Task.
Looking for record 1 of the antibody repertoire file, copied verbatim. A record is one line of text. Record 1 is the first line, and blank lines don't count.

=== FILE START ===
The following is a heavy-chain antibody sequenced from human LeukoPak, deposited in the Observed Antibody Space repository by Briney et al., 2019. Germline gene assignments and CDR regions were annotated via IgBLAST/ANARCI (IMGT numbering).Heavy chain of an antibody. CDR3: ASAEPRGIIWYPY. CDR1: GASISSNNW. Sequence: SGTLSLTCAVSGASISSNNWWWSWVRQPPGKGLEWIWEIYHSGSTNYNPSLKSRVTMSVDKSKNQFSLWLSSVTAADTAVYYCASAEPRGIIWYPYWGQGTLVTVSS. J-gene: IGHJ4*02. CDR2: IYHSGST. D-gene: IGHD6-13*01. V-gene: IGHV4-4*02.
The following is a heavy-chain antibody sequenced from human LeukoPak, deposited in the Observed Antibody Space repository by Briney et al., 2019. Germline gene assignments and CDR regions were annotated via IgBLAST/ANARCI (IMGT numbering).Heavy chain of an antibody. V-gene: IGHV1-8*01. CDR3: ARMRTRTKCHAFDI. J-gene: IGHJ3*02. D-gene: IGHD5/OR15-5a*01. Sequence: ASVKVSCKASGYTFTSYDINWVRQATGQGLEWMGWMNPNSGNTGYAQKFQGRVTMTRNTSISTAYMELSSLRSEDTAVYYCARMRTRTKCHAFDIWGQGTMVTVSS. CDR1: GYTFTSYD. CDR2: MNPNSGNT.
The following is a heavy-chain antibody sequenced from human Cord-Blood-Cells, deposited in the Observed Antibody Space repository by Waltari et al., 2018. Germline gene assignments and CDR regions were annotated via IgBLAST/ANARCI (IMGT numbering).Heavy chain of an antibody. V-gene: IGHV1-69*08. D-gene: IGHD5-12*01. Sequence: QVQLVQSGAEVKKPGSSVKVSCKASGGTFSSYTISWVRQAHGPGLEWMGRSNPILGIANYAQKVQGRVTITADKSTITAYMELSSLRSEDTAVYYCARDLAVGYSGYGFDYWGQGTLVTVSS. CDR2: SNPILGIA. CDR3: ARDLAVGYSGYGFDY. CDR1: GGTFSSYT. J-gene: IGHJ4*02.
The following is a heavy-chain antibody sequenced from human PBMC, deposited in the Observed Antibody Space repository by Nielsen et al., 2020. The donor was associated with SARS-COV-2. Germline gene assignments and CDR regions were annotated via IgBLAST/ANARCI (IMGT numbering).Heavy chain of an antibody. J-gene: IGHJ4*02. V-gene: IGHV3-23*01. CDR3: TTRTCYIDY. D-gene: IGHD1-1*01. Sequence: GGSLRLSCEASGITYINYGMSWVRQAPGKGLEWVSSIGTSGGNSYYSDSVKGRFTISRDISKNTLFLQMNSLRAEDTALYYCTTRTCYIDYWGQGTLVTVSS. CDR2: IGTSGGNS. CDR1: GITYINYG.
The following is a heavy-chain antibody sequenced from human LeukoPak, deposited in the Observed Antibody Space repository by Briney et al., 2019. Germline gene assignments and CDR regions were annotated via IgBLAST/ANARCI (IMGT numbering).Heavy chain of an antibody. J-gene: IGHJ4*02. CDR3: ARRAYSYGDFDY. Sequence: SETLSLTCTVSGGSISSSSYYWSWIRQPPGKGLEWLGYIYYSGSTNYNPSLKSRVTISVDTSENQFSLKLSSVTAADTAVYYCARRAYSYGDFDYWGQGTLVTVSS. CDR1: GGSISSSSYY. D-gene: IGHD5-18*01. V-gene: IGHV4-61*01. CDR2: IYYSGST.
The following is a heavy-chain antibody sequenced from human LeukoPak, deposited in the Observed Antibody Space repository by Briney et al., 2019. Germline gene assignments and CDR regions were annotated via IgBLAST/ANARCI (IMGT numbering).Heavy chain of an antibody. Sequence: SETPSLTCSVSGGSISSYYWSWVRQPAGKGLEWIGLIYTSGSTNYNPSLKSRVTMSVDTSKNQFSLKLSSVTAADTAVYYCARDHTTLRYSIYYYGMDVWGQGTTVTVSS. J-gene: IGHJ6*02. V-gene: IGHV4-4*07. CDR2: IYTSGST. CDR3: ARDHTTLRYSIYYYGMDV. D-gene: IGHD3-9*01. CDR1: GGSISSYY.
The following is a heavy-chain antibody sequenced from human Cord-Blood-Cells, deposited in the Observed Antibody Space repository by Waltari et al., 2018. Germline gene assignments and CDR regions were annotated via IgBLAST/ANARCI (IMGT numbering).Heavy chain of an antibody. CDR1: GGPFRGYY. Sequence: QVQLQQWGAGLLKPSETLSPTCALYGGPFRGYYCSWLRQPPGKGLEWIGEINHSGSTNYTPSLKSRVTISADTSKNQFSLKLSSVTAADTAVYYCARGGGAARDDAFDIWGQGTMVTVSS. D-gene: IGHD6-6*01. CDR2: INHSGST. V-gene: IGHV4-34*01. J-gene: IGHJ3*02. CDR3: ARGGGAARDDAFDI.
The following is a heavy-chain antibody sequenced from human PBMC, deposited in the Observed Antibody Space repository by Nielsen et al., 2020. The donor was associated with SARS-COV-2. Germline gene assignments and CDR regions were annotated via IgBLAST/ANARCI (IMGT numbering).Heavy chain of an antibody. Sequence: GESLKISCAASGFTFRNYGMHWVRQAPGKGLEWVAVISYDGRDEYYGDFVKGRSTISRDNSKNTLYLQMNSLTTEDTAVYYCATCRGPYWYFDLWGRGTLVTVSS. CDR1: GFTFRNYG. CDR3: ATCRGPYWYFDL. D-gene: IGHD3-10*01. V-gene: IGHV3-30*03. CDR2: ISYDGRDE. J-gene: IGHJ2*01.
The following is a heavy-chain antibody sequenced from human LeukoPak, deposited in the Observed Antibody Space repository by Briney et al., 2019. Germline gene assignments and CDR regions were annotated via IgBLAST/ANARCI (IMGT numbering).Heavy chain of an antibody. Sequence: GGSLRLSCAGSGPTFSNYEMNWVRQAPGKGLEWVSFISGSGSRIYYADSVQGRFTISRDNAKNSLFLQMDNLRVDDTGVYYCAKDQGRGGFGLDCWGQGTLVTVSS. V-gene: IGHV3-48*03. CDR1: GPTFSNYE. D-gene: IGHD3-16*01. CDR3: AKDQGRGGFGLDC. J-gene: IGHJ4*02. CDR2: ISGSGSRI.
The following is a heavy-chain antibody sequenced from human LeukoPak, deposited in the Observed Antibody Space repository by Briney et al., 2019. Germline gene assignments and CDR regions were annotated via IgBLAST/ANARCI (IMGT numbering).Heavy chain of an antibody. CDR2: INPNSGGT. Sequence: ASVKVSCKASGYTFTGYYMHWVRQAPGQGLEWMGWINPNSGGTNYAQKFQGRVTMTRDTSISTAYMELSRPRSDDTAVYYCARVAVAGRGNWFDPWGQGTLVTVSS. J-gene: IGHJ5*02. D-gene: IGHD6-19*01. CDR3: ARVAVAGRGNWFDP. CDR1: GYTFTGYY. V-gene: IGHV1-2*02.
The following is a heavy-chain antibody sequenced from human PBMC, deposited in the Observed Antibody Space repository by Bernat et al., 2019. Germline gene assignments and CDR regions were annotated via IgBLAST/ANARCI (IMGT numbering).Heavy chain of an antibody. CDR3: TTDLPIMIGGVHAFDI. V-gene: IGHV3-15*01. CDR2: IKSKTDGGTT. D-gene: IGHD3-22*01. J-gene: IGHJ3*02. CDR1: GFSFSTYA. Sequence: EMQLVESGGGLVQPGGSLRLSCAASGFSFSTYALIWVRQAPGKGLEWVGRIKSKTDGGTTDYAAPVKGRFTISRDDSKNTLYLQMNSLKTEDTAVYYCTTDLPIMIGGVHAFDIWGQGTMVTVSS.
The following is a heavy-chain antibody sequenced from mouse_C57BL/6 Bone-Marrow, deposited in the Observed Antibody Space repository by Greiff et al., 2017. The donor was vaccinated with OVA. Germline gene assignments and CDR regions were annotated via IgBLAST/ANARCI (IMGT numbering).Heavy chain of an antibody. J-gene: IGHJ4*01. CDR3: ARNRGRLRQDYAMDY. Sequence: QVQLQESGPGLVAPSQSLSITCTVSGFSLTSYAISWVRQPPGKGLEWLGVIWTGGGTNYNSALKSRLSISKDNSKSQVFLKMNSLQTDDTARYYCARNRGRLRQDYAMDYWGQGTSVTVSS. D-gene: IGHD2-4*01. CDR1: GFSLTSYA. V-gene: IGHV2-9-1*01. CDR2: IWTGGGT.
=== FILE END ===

The following is a heavy-chain antibody sequenced from human LeukoPak, deposited in the Observed Antibody Space repository by Briney et al., 2019. Germline gene assignments and CDR regions were annotated via IgBLAST/ANARCI (IMGT numbering).Heavy chain of an antibody. CDR3: ASAEPRGIIWYPY. CDR1: GASISSNNW. Sequence: SGTLSLTCAVSGASISSNNWWWSWVRQPPGKGLEWIWEIYHSGSTNYNPSLKSRVTMSVDKSKNQFSLWLSSVTAADTAVYYCASAEPRGIIWYPYWGQGTLVTVSS. J-gene: IGHJ4*02. CDR2: IYHSGST. D-gene: IGHD6-13*01. V-gene: IGHV4-4*02.